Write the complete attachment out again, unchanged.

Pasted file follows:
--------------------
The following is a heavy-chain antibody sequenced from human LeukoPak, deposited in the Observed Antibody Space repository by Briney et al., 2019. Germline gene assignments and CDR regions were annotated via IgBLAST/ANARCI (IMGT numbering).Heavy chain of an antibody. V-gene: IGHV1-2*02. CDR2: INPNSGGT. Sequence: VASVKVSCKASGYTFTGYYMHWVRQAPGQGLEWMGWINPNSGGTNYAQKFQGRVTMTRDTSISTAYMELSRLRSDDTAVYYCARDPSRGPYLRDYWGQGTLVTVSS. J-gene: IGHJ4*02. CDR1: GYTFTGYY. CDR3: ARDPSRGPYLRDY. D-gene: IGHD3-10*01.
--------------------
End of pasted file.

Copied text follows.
The following is a heavy-chain antibody sequenced from human LeukoPak, deposited in the Observed Antibody Space repository by Briney et al., 2019. Germline gene assignments and CDR regions were annotated via IgBLAST/ANARCI (IMGT numbering).Heavy chain of an antibody. V-gene: IGHV1-2*02. CDR2: INPNSGGT. Sequence: VASVKVSCKASGYTFTGYYMHWVRQAPGQGLEWMGWINPNSGGTNYAQKFQGRVTMTRDTSISTAYMELSRLRSDDTAVYYCARDPSRGPYLRDYWGQGTLVTVSS. J-gene: IGHJ4*02. CDR1: GYTFTGYY. CDR3: ARDPSRGPYLRDY. D-gene: IGHD3-10*01.